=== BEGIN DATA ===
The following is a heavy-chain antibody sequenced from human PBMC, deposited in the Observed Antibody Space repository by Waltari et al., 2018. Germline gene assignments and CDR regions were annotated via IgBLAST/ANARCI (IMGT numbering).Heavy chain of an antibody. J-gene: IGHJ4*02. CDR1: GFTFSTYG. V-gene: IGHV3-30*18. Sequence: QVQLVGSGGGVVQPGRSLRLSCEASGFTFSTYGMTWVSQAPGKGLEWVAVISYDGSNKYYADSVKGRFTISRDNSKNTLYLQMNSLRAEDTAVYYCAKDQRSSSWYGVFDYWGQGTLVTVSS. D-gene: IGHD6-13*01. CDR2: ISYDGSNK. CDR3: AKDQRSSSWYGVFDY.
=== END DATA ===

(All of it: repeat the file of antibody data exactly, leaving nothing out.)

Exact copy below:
The following is a heavy-chain antibody sequenced from human PBMC, deposited in the Observed Antibody Space repository by Waltari et al., 2018. Germline gene assignments and CDR regions were annotated via IgBLAST/ANARCI (IMGT numbering).Heavy chain of an antibody. J-gene: IGHJ4*02. CDR1: GFTFSTYG. V-gene: IGHV3-30*18. Sequence: QVQLVGSGGGVVQPGRSLRLSCEASGFTFSTYGMTWVSQAPGKGLEWVAVISYDGSNKYYADSVKGRFTISRDNSKNTLYLQMNSLRAEDTAVYYCAKDQRSSSWYGVFDYWGQGTLVTVSS. D-gene: IGHD6-13*01. CDR2: ISYDGSNK. CDR3: AKDQRSSSWYGVFDY.